The founder of the party, comedian turned politician, Beppe Grillo, has called for Italy leave the European bloc in the past. However, the new leader’s language toward Europe is softer than his predecessor.
In an interview with CNBC over the weekend, the suited Di Maio stressed that they do not want to leave the European Union and that they would “want to sit down and have an adult conversation with other” European leaders and to work towards “re-negotiating treaties within the EU that are capping the growth of Italy, adding that a euro referendum would be a last resort measure.
“If the EU does not want to change anything, especially those regulations that are impacting our economy, then we’ll ask the Italian citizens whether or not they want to remain in the euro zone. I hope the European institutions are willing to negotiate a different kind of union,” he said.
Asked whether there were any parallels between the party’s current plan and that of the U.K.’s David Cameron when he pushed for concessions from the EU, Di Maio emphasized that holding a euro referendum was not an election pledge so it would be wrong to compare the two situations.
Italy is set to hold a general election next year. With the current proportional representation law, no one party is projected to gain enough seats to govern with an absolute majority. Di Maio said they “are happy to receive the support of other political parties” but would not give them a representation in their government.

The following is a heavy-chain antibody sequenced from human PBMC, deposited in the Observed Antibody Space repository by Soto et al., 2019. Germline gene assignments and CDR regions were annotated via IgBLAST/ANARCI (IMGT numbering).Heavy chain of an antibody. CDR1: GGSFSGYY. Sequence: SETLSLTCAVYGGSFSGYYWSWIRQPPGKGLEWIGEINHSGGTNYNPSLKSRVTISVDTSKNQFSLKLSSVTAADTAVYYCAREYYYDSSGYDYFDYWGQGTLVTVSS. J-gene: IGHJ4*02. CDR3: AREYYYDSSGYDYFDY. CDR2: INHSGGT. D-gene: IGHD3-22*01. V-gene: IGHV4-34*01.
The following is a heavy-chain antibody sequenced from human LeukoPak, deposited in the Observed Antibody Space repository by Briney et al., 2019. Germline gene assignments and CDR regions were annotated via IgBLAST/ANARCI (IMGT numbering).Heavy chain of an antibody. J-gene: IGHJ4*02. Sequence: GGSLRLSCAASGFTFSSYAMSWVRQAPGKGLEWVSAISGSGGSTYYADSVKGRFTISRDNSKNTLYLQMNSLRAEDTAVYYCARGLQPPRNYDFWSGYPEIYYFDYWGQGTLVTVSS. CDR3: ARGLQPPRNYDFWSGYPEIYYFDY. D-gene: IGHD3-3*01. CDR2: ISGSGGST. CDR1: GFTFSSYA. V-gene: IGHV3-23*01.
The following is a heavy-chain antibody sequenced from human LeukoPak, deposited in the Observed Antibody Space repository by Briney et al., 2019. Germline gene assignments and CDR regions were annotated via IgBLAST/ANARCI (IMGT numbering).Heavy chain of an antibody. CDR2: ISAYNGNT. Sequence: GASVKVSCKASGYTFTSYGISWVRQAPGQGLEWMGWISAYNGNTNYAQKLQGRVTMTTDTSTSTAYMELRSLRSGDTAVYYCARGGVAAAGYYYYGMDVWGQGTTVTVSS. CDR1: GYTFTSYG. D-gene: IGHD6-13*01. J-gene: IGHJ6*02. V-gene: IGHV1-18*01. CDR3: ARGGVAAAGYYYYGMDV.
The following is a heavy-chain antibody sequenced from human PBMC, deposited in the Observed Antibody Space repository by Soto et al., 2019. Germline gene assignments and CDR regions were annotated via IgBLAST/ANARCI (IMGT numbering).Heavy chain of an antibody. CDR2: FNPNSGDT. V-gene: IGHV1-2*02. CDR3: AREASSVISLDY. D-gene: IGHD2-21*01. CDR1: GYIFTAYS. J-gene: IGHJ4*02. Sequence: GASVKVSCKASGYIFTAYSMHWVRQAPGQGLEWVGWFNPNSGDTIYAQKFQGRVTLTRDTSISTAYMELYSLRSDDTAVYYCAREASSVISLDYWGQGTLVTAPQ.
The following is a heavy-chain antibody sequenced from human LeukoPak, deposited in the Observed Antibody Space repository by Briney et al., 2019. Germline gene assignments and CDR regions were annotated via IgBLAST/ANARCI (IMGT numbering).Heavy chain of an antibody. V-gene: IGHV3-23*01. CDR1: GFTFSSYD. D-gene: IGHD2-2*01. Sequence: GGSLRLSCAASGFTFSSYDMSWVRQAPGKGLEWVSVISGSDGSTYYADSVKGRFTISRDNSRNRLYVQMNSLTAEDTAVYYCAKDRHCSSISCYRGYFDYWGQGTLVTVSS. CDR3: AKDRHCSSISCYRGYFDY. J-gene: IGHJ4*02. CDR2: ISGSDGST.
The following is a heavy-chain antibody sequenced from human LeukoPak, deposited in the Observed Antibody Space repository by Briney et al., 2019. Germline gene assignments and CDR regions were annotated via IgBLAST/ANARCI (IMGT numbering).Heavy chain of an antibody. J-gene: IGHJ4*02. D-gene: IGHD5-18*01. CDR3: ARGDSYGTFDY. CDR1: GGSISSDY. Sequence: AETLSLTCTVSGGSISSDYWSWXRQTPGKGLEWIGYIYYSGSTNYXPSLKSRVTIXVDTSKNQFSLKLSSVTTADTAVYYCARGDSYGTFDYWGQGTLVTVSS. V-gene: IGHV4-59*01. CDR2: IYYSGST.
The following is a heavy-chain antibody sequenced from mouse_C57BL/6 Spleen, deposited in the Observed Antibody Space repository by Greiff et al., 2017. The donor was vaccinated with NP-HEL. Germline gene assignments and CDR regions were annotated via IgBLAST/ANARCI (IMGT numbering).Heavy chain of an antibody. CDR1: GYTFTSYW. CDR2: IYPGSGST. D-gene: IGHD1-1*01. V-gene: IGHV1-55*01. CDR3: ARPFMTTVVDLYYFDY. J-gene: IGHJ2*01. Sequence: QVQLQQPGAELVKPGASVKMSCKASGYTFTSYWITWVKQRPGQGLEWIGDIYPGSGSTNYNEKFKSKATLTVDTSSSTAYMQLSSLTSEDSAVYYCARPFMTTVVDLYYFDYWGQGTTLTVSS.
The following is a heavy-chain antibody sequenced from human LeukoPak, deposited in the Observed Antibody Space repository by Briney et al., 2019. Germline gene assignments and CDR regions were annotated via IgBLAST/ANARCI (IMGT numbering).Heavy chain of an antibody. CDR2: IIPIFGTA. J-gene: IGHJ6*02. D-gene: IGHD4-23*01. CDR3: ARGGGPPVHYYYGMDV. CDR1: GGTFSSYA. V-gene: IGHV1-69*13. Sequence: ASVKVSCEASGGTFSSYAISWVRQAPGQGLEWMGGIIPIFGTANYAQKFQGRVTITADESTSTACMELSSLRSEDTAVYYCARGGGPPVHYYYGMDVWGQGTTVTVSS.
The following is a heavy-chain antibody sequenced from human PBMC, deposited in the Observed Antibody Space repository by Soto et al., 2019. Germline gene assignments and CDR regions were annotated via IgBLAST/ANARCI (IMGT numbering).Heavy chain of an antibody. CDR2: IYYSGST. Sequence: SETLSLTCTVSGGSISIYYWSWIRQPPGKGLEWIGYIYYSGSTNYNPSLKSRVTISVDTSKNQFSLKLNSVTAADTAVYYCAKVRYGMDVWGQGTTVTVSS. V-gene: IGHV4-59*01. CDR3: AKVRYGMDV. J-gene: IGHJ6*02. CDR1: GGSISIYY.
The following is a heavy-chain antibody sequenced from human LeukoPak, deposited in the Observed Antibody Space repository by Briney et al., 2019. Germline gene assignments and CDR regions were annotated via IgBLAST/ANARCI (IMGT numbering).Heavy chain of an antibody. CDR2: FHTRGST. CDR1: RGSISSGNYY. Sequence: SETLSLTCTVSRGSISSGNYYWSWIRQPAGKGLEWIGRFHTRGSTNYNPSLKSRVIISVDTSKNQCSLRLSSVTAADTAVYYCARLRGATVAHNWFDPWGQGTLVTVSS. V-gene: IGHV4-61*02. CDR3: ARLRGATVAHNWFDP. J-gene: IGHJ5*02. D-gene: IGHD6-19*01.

He also said that it depended on what type of electoral law will be in place. The two center-right parties, the Northern League led by Matteo Salvini and Forza Italia led by former Prime Minister Silvio Berlusconi (who has made a political comeback), could gather more votes than either the PD or M5S if they form an alliance.
Italy has seen a huge influx of migrants coming into the country and it has been a big topic of debate on a national level. The party is proposing three measures to address this issue: limiting the amount of migrants coming into the country, a modification of the Dublin agreement (rules on asylum), and providing more help to local councils to support the influx of people.
Di Maio went on to criticize the current Gentiloni government’s handling of the crisis. He added that strategies from previous governments were to bargain the migrant situation in exchange for EU concessions.
Earlier this year, party founder Beppe Grillo expressed outrage at the government’s bailout of two Italian banks saying that it amounted to a “17 billion euro gift to the banking system.”
When questioned about his plans to deal with the country’s ailing banking system, Di Maio said that they were not saying that “banks should not be saved,” adding that the issue is with bank oversight and with some of their supervisors, including the Italian central bank governor who is about to be re-elected for a second term.